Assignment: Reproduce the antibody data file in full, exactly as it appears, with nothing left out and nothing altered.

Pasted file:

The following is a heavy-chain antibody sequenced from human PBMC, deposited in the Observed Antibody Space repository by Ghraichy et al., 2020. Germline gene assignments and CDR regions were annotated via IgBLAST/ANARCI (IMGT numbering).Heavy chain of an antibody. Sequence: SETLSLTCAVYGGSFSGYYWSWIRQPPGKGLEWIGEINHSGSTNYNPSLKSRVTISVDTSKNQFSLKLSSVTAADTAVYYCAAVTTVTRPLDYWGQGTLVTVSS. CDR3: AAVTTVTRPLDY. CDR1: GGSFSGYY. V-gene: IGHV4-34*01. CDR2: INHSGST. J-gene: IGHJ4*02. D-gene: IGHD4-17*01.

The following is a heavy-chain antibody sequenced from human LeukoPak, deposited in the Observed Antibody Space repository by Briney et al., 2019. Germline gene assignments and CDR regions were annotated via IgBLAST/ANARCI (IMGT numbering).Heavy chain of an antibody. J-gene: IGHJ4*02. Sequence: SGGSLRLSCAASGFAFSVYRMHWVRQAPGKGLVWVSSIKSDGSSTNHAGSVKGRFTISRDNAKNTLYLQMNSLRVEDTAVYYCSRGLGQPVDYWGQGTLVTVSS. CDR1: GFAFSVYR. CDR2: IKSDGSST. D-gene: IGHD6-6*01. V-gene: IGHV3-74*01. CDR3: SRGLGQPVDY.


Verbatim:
The following is a heavy-chain antibody sequenced from human PBMC, deposited in the Observed Antibody Space repository by Ghraichy et al., 2020. Germline gene assignments and CDR regions were annotated via IgBLAST/ANARCI (IMGT numbering).Heavy chain of an antibody. Sequence: SETLSLTCAVYGGSFSGYYWSWIRQPPGKGLEWIGEINHSGSTNYNPSLKSRVTISVDTSKNQFSLKLSSVTAADTAVYYCAAVTTVTRPLDYWGQGTLVTVSS. CDR3: AAVTTVTRPLDY. CDR1: GGSFSGYY. V-gene: IGHV4-34*01. CDR2: INHSGST. J-gene: IGHJ4*02. D-gene: IGHD4-17*01.

The following is a heavy-chain antibody sequenced from human LeukoPak, deposited in the Observed Antibody Space repository by Briney et al., 2019. Germline gene assignments and CDR regions were annotated via IgBLAST/ANARCI (IMGT numbering).Heavy chain of an antibody. J-gene: IGHJ4*02. Sequence: SGGSLRLSCAASGFAFSVYRMHWVRQAPGKGLVWVSSIKSDGSSTNHAGSVKGRFTISRDNAKNTLYLQMNSLRVEDTAVYYCSRGLGQPVDYWGQGTLVTVSS. CDR1: GFAFSVYR. CDR2: IKSDGSST. D-gene: IGHD6-6*01. V-gene: IGHV3-74*01. CDR3: SRGLGQPVDY.